Song of Amber and Ire by Delaine Coppock
Asra was plucked as an infant from her mother, chosen by Queen Asalah to become the next Queen of Na’eem. Na’eem, a land of plenty, ruled with fear of Asalah’s iron fist and unbending Blood Laws, where men are never trusted for they are wily and dangerous.
Matriarchy rules all, and women run this town. Asra hardened herself to men, until she met Fey, a stranger with piercing eyes who holds an ocean of secrets and captures Asra’s heart.
But why has she never seen this mysterious blue eyed stranger before?
Song of Amber and Ire Review
I was compensated for my time reading the book and writing this review. However, all thoughts and opinions expressed are my own and are based on my honest personal experience reading the book. Nor did the author in any way shape or form ever pressure me to give a positive review.
I’ve also read and reviewed the sequel. Make sure to check out my review for book 2 of this series!
In Song of Amber and Ire, we are transported to the fantasy matriarchal world of Na’eem that is overseen by the formidable Queen Asalah. A powerful reigning monarch, she governs through a strict code of Blood Laws with a dash of mistrust of men. Asra, Queen Asalah’s daughter and our heroine is destined to become the next queen.
However, everything changes when she encounters a mysterious stranger named Fey. While Fey captures Asra’s heart, a mystery unravels as Asra grapples with the inexplicable feeling of familiarity towards this stranger, despite never having encountered him before.
One thing that stood out to me when reading Song of Amber and Ire was the historical fiction style narrative, dialogue, and writing style. Which crafted a vintage fantastical atmosphere when reading the book. Maybe it’s because of my reading habits that impact what kind of books I usually read, but I don’t read a lot of fantasy romance books with historical tones (and historical fiction in general). So this was refreshing to me and helped a lot during my reading slump.
I also am a huge fan of matriarchal worldbuilding as well. It’s one way I cope with the fact that I am living in a patriarchal society as a woman (ha), and I always get a lot of satisfaction from reading it. So this was definitely another feature of the book that made me interested in reading it.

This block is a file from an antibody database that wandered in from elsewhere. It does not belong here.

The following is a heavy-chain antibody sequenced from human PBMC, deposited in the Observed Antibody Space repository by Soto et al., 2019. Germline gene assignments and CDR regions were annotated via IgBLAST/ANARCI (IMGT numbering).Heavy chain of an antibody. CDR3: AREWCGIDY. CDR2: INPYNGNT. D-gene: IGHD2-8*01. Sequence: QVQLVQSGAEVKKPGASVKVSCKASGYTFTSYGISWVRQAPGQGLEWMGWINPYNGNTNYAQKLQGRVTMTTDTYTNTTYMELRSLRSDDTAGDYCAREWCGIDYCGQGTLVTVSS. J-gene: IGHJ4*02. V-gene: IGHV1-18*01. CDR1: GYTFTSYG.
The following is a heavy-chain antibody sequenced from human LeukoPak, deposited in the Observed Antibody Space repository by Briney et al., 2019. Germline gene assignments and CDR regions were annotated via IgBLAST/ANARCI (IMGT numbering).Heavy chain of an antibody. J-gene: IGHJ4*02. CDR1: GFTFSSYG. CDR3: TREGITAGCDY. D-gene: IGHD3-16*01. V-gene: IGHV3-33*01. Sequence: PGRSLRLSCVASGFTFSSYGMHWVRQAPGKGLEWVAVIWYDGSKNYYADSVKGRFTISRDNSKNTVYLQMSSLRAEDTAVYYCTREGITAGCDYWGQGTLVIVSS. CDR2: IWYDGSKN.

For our protagonist, Asra deviates from the conventional fantasy heroine we commonly see these days, who often start as powerful and immediately alluring figures (the strong-woman persona, think SJM, Holly Black female protagonists). Asra is instead initially shown as having almost a sense of naivety and innocence (I can’t think of another word to put it), which is noticeable in circumstances like how she became so easily flustered during her first encounter with Fey. But this pays off later as the narrative invests in the growth and development of Asra’s maturity and strength throughout the book. Which is quite prominent if you compare her before and after the book.
Speaking of which, the growth of Asra’s character in Song of Amber and Ire is fantastic. Again, if you compare her before and after the book, you can see how she went from a place of self-doubt to being a fiercely independent and self-assured monarch. We witness her development as she emerges from her mother’s shadow to claim her own identity and power. Asra’s journey is a potent reminder that anyone may develop inner strength and perseverance even in the face of overwhelming difficulties. Her character develops throughout the narrative, adding depth and making her a more fascinating and relatable heroine.
The book’s chapter amount is on the more manageable side with 29 chapters, making it easier to get into as an introduction to the series. Fey is also a more flirtatious and upbeat character than the colder, brooder male leads out there. So if that sounds interesting to you, you are craving a romance taking place in a matriarchal fantasy world instead of the typical patriarchal world, try checking it out! You may like it.
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Delaine is an author in BC Canada. She holds an Honours degree from Stirling University in Scotland and a Master’s degree from Bournemouth University in England. Delaine is a talented video editor and animation artist who previously worked in computer gaming at Sony PlayStation before moving into publishing. Delaine writes Fantasy, YA and Romance.
Delaine is represented by Literary Agent, Erik McManus, at Breakeven Books.